BERLIN — Master perfumer Christophe Laudamiel has created hits in a bottle for Estée Lauder and Burberry, conjured up ambient atmospheres for Belstaff and Ferrari, and directed a scent opera at the Guggenheim Museum. His next incarnation? As a regular on Berlin’s gallery scene.

“Art is about provocation,” he said. “Provocation makes people think about a difficult problem. The fragrance industry never does that — it’s not their thing.”

Laudamiel, who also shows at New York’s Dillon Gallery, has forged an ongoing partnership with Mianki Gallery owner Andreas Herrmann. Herrmann will exhibit Laudamiel’s scent sculptures in conjunction with other artists in his roster, be they painters, photographers or sculptors. Laudamiel will also have a solo show at Mianki in 2015.

“We specialize in artists who work with special materials or in a special way with materials,” said Herrmann, “so it is perfect to work with Christophe here and open horizons for visitors.” It also didn’t hurt that Laudamiel and his partner have their home and perfume lab nearby in the neighborhood of Schöneberg.

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The arrangement kicked off with Laudamiel’s contributions to the March-April exhibit “Emotions,” which paired scent works with digital color field images from Jakob Kupfer.

To display the olfactory artworks, Laudamiel and Herrmann developed several new exhibition forms, including Scent Squares — empty pedestal-mounted frames that visitors press on to release puffs of fragrance while gazing through them at different Kupfer works. 

“I see this as an airy filter,” says Laudamiel of his almost silent, compressor-powered invention. “The point is to look at a visual through two different scent lenses. And the brain is going to connect the dots differently. ”

Another new form was developed with porcelain maker KPM. Dubbed Scent Parabols, the large, white, lidded bowls were inspired by the Japanese tea ceremony. Small knobs of porous clay sit inside, fragranced with oils. To experience a Scent Parabol, the gallery visitor lifts the dinner plate-sized lid to his nose and inhales. The “Emotions” exhibit featured five Scent Parabols — two relating to temperature (“Warm” and “Kalt”) and a triptych playing on purity and femininity called “3 Shades of White.”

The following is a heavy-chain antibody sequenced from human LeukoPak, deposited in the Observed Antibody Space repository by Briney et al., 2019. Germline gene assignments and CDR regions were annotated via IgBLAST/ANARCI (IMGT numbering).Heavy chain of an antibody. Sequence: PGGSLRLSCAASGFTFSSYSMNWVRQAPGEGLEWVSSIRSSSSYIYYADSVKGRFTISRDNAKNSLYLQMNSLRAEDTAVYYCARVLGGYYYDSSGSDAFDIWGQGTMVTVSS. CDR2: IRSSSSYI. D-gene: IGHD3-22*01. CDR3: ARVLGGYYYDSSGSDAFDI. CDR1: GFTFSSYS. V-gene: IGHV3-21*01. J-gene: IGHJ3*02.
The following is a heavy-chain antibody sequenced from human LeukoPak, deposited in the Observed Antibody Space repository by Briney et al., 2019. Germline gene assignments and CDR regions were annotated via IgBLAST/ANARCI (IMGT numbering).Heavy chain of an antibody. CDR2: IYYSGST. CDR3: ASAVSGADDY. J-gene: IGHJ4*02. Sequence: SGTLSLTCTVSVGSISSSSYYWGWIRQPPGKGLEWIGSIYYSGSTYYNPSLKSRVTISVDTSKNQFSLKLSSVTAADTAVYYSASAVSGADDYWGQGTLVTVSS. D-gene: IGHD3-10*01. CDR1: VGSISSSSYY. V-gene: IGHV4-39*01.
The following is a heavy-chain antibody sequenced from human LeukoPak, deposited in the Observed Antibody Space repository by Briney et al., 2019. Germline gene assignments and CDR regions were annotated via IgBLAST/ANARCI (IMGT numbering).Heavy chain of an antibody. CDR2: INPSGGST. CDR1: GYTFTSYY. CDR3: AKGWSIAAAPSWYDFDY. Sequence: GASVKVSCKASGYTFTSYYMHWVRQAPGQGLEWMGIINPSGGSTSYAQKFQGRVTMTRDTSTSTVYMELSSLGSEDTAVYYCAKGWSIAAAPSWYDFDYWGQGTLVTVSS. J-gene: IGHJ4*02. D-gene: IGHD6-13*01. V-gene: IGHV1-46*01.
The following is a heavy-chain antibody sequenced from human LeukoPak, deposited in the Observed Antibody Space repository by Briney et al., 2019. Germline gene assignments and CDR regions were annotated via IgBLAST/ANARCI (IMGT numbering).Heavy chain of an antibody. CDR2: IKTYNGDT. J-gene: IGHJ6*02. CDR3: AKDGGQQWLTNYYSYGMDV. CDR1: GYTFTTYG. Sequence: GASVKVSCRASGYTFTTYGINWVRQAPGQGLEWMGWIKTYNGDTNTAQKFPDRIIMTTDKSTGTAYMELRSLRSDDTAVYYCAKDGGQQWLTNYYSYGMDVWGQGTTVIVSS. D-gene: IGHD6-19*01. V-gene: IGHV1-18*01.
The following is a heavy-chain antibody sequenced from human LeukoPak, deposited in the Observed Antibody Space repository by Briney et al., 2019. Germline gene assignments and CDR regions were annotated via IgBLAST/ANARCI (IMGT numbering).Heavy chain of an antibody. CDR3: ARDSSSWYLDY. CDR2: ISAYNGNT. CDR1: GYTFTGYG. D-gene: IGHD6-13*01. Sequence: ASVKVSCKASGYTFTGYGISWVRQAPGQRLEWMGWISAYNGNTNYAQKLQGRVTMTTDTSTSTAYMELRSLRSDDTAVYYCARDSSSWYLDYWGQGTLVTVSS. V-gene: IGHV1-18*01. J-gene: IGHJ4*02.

These new forms are helping formalize olfactory art as a collectable prospect, says Laudamiel, who says he now spends 80 percent of his time working on ambient perfumery projects.

“What do people buy? Do they buy the formula? Do they buy the smell? Do they buy a concept? It’s a lot of questions, and we’re answering them one by one. But I hope the art world jumps in it and defines some new things for scents,” he says.
Though the technology is still in development mode, Herrmann estimated the pair of Scent Squares together would carry a price of 6,000 euros, or about $8,300. Another two works released into the gallery using diffusers from Prolitec are  listed as selling for 1,800 euros and 3,600 euros, respectively, or about $2,500 and $5,000.   Laudamiel’s firm DreamAir sells a home fragrance kit via its Web site with a similar diffuser and set of three scents for $399. 

Laudamiel and Herrmann seem most pleased with the Scent Parabols, which allow a more controlled scent experience. Signed and numbered in limited editions of five, each carries a price of 1,200 euros, or about $1,660. The Scent Parabols come with enough scent oil to refresh the effect 600 times. If a collector runs out, refills can be ordered using a personal-edition number and certificate. Laudamiel clearly wants these pieces to endure.

“After the artist’s death, there are some plans — this has to be archived to ensure the purity of the art form,” he explains. Firmenich will record and hold Laudamiel’s scent sculpture formulae, as will the Osmotheque. 

Monetizing this burgeoning art form should also help legitimize it. Yet Laudamiel insists his main mission in Berlin is education.
“For me, it’s obvious that we should have a price list and also give a value of things, and especially in the education part, because people think you buy a scent by the kilo, like potatoes. You never buy a Picasso or a Jeff Koons by the kilo — and you don’t buy a piece of music by the length. It’s the same for us. We want to increase the appreciation that people have for olfactory design or perfumery or anything that can be done with the nose,” he asserted.

It seems Laudamiel’s hit the target the first time — Mianki sold one of the Scent Parabols from the “Emotions” show, titled “3 Shades of White — Volatile Marilyn #15,” to a Swiss collector. “It’s fantastic for this exhibition and I’m very happy for the next steps,” said gallery owner Herrmann. He’s just unveiled a new Laudamiel scent sculpture in conjunction with the current Mianki show “Identities,” featuring terra-cotta hybrids by Italian sculptor Anna Matola and running through June 22.

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